From January to April 2023, crime map data in Sheffield specifically, shows more incidents relating to violence and sexual offences, drugs and possession of weapons were recorded in Sheffield South East (2,386) than Sheffield North East (2,278).

Crime maps, collated by police.uk, plot the locations of reported crimes on a map of Sheffield, including those referenced by Chf Insp Thomas - violence and sexual offences, drugs and possession of weapons.

Burngreave, Pitsmoor and Fir Vale, which fall under the jurisdiction of the Sheffield North East policing team, have the highest proportions of black and asian people in Sheffield, according to the 2021 Census.

Hide Ad
Hide Ad

Comparatively, the Sheffield South East policing team features a number of communities where populations are in excess of 90 per cent white, including Birley, Gleadless and Stradbroke.

When contacted again by The Star, South Yorkshire Police clarified the studies' findings are not a "definitive conclusion" for disproportionality in stop and search.

The force also said the crime map data can be "skewed" due to when the figures are extracted from the SYP website, but did acknowledge The Star's analysis shows "how complex and multi-faceted this issue is" and "it’s imperative that work continues to understand disproportionality".

The history of stop and search

Stop-watch.org is an organisation monitoring the use of stop and search powers in the UK. According to their website, stop and search was first introduced to police powers in 1824, allowing police to stop and search anyone they deemed "suspicious".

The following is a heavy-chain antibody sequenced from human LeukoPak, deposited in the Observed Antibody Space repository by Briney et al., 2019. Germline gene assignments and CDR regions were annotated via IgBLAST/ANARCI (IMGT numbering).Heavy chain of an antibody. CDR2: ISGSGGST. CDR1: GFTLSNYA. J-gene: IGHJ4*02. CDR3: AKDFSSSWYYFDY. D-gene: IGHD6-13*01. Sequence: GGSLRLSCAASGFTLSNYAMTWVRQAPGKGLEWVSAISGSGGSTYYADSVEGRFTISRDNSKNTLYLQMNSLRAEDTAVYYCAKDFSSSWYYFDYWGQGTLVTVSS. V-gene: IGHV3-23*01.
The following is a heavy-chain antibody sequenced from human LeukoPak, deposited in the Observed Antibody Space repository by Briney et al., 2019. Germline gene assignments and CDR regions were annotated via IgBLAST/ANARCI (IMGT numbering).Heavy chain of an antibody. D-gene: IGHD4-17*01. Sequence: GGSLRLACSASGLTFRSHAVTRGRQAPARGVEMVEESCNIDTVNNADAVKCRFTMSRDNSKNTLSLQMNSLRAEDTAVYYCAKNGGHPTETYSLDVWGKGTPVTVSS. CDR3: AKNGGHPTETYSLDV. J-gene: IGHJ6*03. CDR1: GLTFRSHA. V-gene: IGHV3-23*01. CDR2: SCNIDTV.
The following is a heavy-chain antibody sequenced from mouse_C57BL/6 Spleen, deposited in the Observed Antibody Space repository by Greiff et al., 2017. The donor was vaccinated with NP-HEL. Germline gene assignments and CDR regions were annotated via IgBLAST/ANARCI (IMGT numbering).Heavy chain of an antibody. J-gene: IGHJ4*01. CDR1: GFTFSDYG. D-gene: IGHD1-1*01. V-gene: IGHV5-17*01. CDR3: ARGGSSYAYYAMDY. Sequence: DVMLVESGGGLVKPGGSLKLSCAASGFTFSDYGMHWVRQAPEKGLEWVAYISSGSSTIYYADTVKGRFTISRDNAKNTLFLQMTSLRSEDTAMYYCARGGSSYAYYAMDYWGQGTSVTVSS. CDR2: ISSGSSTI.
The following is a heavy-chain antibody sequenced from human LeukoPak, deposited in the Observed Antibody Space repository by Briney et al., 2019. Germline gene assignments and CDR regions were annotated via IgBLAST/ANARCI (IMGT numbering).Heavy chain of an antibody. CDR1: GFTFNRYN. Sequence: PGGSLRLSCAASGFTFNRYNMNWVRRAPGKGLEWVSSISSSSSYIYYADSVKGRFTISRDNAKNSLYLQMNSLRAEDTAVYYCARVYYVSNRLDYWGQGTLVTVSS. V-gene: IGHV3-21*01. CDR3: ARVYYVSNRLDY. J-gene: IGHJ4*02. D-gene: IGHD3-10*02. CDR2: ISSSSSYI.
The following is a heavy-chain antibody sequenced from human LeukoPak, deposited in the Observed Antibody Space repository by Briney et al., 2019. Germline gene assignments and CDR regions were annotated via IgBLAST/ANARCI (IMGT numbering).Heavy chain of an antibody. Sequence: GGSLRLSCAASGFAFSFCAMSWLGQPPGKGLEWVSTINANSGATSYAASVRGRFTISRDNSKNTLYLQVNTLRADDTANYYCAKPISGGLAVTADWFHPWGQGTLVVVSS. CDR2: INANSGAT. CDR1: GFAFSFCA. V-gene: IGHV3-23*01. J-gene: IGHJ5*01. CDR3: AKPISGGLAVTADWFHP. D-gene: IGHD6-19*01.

Hide Ad
Hide Ad

These laws were still in place over 150 years later, when Operation Swamp 81 - a police crackdown on street crime in Brixton, London - was launched. This operation mostly targeted young black men, with police making over 1,000 stops in Brixton in just six days - which Stop Watch said led directly to the 1981 Brixton Riots.

Police officers carrying an arrested man by the arms and legs after violence erupts on the streets of Brixton, London, England, 13th April 1981. (Photo by Simon Dack/David Levenson/Keystone/Hulton Archive/Getty Images)Police officers carrying an arrested man by the arms and legs after violence erupts on the streets of Brixton, London, England, 13th April 1981. (Photo by Simon Dack/David Levenson/Keystone/Hulton Archive/Getty Images)
Police officers carrying an arrested man by the arms and legs after violence erupts on the streets of Brixton, London, England, 13th April 1981. (Photo by Simon Dack/David Levenson/Keystone/Hulton Archive/Getty Images) | Simon Dack/David Levenson/Keystone/Hulton Archive/Getty Images

In modern Britain, the Conservative Government are aiming to expand stop and search powers in what Stop Watch have said is an "attempt to crack down" on protestors and activists.

After the Casey Report into the Metropolitan Police in March this year, Tory MP David Davis said Theresa May's "curtailment" of stop and search powers in 2010 was because ethnic minority communities felt the tactic was "targeted on them" and "it actually made race relations in the capital worse".

Baroness Casey found the Met's use of stop and search was reducing the force's legitimacy.